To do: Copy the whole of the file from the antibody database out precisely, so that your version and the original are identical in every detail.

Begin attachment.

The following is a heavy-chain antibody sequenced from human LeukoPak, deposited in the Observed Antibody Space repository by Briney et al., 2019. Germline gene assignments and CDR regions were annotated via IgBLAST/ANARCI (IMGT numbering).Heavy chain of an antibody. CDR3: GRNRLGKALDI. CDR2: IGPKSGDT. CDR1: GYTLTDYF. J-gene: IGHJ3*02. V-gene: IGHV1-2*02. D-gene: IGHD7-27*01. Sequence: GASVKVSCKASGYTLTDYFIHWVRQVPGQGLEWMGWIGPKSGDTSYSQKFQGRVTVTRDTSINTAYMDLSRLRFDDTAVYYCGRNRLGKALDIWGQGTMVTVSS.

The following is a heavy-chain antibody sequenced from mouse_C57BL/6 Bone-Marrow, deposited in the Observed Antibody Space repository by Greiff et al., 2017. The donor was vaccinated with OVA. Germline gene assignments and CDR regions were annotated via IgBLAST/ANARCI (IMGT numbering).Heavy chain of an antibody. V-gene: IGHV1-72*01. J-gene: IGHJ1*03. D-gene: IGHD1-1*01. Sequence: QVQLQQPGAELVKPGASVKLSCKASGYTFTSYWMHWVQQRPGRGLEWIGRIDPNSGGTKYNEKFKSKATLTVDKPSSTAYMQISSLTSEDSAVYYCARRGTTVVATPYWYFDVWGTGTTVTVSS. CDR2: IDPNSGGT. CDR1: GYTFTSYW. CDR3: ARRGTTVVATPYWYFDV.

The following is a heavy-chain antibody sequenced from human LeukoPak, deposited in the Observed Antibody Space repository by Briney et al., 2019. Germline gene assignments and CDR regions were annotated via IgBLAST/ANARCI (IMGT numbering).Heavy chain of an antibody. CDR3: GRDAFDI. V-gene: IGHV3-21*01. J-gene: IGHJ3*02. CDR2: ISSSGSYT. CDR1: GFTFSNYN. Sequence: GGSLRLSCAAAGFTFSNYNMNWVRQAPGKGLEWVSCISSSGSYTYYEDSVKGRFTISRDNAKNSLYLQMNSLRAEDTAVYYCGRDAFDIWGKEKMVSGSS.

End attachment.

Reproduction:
The following is a heavy-chain antibody sequenced from human LeukoPak, deposited in the Observed Antibody Space repository by Briney et al., 2019. Germline gene assignments and CDR regions were annotated via IgBLAST/ANARCI (IMGT numbering).Heavy chain of an antibody. CDR3: GRNRLGKALDI. CDR2: IGPKSGDT. CDR1: GYTLTDYF. J-gene: IGHJ3*02. V-gene: IGHV1-2*02. D-gene: IGHD7-27*01. Sequence: GASVKVSCKASGYTLTDYFIHWVRQVPGQGLEWMGWIGPKSGDTSYSQKFQGRVTVTRDTSINTAYMDLSRLRFDDTAVYYCGRNRLGKALDIWGQGTMVTVSS.

The following is a heavy-chain antibody sequenced from mouse_C57BL/6 Bone-Marrow, deposited in the Observed Antibody Space repository by Greiff et al., 2017. The donor was vaccinated with OVA. Germline gene assignments and CDR regions were annotated via IgBLAST/ANARCI (IMGT numbering).Heavy chain of an antibody. V-gene: IGHV1-72*01. J-gene: IGHJ1*03. D-gene: IGHD1-1*01. Sequence: QVQLQQPGAELVKPGASVKLSCKASGYTFTSYWMHWVQQRPGRGLEWIGRIDPNSGGTKYNEKFKSKATLTVDKPSSTAYMQISSLTSEDSAVYYCARRGTTVVATPYWYFDVWGTGTTVTVSS. CDR2: IDPNSGGT. CDR1: GYTFTSYW. CDR3: ARRGTTVVATPYWYFDV.

The following is a heavy-chain antibody sequenced from human LeukoPak, deposited in the Observed Antibody Space repository by Briney et al., 2019. Germline gene assignments and CDR regions were annotated via IgBLAST/ANARCI (IMGT numbering).Heavy chain of an antibody. CDR3: GRDAFDI. V-gene: IGHV3-21*01. J-gene: IGHJ3*02. CDR2: ISSSGSYT. CDR1: GFTFSNYN. Sequence: GGSLRLSCAAAGFTFSNYNMNWVRQAPGKGLEWVSCISSSGSYTYYEDSVKGRFTISRDNAKNSLYLQMNSLRAEDTAVYYCGRDAFDIWGKEKMVSGSS.